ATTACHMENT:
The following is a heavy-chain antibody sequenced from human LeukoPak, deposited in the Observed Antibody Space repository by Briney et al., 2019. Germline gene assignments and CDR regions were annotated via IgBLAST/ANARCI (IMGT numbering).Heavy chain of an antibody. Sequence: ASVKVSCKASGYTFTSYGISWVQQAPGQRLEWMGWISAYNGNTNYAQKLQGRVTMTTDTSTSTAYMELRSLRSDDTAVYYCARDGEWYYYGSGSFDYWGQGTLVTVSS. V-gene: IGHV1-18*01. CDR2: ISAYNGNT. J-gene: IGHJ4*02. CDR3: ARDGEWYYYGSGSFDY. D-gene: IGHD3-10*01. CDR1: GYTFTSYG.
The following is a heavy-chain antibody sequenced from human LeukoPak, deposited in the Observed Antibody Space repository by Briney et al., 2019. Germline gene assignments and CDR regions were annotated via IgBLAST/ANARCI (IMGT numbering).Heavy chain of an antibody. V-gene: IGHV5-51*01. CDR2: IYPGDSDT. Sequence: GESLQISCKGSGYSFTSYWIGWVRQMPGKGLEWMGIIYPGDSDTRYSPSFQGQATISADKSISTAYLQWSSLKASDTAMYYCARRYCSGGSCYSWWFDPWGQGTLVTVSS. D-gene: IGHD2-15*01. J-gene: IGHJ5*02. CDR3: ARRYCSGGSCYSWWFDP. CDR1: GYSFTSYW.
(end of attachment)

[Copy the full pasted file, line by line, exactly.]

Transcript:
The following is a heavy-chain antibody sequenced from human LeukoPak, deposited in the Observed Antibody Space repository by Briney et al., 2019. Germline gene assignments and CDR regions were annotated via IgBLAST/ANARCI (IMGT numbering).Heavy chain of an antibody. Sequence: ASVKVSCKASGYTFTSYGISWVQQAPGQRLEWMGWISAYNGNTNYAQKLQGRVTMTTDTSTSTAYMELRSLRSDDTAVYYCARDGEWYYYGSGSFDYWGQGTLVTVSS. V-gene: IGHV1-18*01. CDR2: ISAYNGNT. J-gene: IGHJ4*02. CDR3: ARDGEWYYYGSGSFDY. D-gene: IGHD3-10*01. CDR1: GYTFTSYG.
The following is a heavy-chain antibody sequenced from human LeukoPak, deposited in the Observed Antibody Space repository by Briney et al., 2019. Germline gene assignments and CDR regions were annotated via IgBLAST/ANARCI (IMGT numbering).Heavy chain of an antibody. V-gene: IGHV5-51*01. CDR2: IYPGDSDT. Sequence: GESLQISCKGSGYSFTSYWIGWVRQMPGKGLEWMGIIYPGDSDTRYSPSFQGQATISADKSISTAYLQWSSLKASDTAMYYCARRYCSGGSCYSWWFDPWGQGTLVTVSS. D-gene: IGHD2-15*01. J-gene: IGHJ5*02. CDR3: ARRYCSGGSCYSWWFDP. CDR1: GYSFTSYW.